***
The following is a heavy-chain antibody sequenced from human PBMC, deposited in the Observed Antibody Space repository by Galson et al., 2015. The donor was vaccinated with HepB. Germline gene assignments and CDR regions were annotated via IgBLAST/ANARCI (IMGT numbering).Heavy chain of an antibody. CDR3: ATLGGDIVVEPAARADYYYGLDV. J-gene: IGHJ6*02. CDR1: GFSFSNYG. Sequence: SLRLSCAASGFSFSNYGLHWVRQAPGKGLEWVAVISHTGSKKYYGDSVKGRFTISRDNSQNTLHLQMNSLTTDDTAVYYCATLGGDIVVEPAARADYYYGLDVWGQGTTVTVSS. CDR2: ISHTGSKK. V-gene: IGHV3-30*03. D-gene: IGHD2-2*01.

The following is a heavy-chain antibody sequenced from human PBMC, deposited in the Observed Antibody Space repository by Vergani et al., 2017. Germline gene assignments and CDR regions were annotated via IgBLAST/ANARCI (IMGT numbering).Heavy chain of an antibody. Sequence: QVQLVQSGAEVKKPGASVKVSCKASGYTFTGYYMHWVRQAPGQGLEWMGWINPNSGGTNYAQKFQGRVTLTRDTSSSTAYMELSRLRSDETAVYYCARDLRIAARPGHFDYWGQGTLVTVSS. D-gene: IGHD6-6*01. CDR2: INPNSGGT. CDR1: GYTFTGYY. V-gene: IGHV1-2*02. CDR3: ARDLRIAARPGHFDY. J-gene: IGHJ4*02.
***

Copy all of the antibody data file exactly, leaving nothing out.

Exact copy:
The following is a heavy-chain antibody sequenced from human PBMC, deposited in the Observed Antibody Space repository by Galson et al., 2015. The donor was vaccinated with HepB. Germline gene assignments and CDR regions were annotated via IgBLAST/ANARCI (IMGT numbering).Heavy chain of an antibody. CDR3: ATLGGDIVVEPAARADYYYGLDV. J-gene: IGHJ6*02. CDR1: GFSFSNYG. Sequence: SLRLSCAASGFSFSNYGLHWVRQAPGKGLEWVAVISHTGSKKYYGDSVKGRFTISRDNSQNTLHLQMNSLTTDDTAVYYCATLGGDIVVEPAARADYYYGLDVWGQGTTVTVSS. CDR2: ISHTGSKK. V-gene: IGHV3-30*03. D-gene: IGHD2-2*01.

The following is a heavy-chain antibody sequenced from human PBMC, deposited in the Observed Antibody Space repository by Vergani et al., 2017. Germline gene assignments and CDR regions were annotated via IgBLAST/ANARCI (IMGT numbering).Heavy chain of an antibody. Sequence: QVQLVQSGAEVKKPGASVKVSCKASGYTFTGYYMHWVRQAPGQGLEWMGWINPNSGGTNYAQKFQGRVTLTRDTSSSTAYMELSRLRSDETAVYYCARDLRIAARPGHFDYWGQGTLVTVSS. D-gene: IGHD6-6*01. CDR2: INPNSGGT. CDR1: GYTFTGYY. V-gene: IGHV1-2*02. CDR3: ARDLRIAARPGHFDY. J-gene: IGHJ4*02.